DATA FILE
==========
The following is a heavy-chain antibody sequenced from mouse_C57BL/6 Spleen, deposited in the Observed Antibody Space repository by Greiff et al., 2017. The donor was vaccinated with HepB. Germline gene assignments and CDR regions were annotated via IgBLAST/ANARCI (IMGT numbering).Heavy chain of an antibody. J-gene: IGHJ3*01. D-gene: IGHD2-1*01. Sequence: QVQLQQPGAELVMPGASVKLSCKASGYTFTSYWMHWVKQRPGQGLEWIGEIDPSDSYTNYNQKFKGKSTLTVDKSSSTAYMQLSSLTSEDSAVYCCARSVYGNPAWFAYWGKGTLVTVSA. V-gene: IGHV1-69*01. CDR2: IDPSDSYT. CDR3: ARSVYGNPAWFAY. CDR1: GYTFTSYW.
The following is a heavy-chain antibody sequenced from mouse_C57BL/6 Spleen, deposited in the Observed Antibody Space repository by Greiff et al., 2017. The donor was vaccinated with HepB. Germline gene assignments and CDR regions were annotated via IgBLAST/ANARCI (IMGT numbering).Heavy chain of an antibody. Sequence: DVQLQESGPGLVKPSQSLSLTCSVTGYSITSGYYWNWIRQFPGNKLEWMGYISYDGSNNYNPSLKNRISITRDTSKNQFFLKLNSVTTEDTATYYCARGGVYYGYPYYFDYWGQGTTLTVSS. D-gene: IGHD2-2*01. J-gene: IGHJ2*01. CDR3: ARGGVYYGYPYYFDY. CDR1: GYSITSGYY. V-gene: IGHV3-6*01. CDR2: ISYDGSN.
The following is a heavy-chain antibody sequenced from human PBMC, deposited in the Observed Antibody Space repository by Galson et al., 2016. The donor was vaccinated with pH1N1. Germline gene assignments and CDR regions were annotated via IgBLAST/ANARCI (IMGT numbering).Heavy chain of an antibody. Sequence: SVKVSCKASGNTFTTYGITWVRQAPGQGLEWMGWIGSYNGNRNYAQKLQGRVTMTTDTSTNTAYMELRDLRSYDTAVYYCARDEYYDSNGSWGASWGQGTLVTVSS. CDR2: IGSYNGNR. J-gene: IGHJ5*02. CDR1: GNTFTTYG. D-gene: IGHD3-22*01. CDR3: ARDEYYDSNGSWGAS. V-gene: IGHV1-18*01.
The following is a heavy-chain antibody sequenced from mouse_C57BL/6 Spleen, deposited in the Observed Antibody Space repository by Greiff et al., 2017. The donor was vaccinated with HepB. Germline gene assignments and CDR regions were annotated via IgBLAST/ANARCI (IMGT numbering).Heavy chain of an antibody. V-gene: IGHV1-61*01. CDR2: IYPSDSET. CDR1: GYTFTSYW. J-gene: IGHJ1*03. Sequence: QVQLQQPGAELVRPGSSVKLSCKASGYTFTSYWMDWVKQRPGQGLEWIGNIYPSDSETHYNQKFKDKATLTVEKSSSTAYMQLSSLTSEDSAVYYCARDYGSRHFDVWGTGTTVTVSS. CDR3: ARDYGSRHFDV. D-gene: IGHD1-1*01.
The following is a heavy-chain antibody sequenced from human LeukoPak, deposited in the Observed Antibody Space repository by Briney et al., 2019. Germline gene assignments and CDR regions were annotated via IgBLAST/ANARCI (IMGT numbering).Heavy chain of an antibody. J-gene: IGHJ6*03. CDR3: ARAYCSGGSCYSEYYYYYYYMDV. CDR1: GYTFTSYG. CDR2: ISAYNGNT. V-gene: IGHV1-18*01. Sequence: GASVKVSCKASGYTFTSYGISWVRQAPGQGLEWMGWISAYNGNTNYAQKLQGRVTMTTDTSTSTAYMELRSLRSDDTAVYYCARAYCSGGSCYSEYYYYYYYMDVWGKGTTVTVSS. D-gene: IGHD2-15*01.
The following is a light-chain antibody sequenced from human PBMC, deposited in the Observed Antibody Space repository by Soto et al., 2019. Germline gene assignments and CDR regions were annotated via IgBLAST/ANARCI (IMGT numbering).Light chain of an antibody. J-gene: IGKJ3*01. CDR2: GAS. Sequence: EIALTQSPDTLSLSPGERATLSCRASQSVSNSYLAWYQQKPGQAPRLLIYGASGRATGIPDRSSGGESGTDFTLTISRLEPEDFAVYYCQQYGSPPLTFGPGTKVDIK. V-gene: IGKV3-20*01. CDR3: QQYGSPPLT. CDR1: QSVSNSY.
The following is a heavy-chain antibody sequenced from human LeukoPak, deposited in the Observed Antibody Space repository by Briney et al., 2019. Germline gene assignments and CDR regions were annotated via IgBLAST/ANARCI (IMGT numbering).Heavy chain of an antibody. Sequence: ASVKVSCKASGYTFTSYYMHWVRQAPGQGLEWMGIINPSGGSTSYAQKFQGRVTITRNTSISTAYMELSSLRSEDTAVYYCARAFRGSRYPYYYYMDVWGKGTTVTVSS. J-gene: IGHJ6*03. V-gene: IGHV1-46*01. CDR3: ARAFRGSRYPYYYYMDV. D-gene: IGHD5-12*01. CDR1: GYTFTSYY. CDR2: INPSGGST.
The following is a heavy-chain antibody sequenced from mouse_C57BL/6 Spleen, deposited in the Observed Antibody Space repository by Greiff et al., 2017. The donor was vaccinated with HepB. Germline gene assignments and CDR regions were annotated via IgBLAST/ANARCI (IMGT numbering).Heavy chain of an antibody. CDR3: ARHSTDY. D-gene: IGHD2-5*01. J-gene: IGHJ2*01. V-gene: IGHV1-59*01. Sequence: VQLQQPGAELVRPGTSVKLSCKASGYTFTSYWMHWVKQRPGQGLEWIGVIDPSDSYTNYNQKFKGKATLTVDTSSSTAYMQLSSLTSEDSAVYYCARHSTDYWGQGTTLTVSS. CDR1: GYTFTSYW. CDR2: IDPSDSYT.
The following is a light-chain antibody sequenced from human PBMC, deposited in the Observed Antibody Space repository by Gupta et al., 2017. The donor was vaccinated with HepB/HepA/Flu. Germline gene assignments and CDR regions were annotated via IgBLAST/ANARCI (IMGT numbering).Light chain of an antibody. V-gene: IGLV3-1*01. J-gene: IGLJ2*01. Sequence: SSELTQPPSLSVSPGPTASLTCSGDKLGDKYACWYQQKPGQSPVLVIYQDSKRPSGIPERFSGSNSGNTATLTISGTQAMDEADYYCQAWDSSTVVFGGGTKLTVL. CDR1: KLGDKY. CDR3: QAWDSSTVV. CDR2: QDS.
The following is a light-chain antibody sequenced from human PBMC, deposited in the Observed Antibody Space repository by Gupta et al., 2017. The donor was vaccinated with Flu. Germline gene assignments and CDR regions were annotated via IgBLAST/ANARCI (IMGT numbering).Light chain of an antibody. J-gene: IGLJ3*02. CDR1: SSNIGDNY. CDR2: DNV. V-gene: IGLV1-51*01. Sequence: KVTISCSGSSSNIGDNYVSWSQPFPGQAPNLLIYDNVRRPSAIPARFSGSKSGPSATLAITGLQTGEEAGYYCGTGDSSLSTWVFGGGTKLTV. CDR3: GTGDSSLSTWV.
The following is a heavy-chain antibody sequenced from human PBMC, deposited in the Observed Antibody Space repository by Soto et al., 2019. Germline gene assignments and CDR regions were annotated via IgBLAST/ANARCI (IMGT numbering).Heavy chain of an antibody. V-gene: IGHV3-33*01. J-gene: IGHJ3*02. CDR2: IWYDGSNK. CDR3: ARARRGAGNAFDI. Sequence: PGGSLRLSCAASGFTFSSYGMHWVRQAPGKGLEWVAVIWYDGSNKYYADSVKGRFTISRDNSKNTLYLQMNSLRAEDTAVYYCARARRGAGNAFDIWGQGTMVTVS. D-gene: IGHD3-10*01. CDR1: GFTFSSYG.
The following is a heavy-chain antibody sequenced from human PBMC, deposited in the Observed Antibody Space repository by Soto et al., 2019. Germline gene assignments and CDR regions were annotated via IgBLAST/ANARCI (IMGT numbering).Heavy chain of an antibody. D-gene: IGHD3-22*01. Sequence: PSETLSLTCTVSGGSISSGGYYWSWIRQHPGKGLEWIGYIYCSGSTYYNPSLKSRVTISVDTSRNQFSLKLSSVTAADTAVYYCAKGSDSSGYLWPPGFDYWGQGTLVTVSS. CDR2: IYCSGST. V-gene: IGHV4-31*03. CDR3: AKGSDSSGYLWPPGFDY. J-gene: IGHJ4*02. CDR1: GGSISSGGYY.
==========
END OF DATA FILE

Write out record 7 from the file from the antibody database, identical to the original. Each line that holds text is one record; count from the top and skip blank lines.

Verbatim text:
The following is a heavy-chain antibody sequenced from human LeukoPak, deposited in the Observed Antibody Space repository by Briney et al., 2019. Germline gene assignments and CDR regions were annotated via IgBLAST/ANARCI (IMGT numbering).Heavy chain of an antibody. Sequence: ASVKVSCKASGYTFTSYYMHWVRQAPGQGLEWMGIINPSGGSTSYAQKFQGRVTITRNTSISTAYMELSSLRSEDTAVYYCARAFRGSRYPYYYYMDVWGKGTTVTVSS. J-gene: IGHJ6*03. V-gene: IGHV1-46*01. CDR3: ARAFRGSRYPYYYYMDV. D-gene: IGHD5-12*01. CDR1: GYTFTSYY. CDR2: INPSGGST.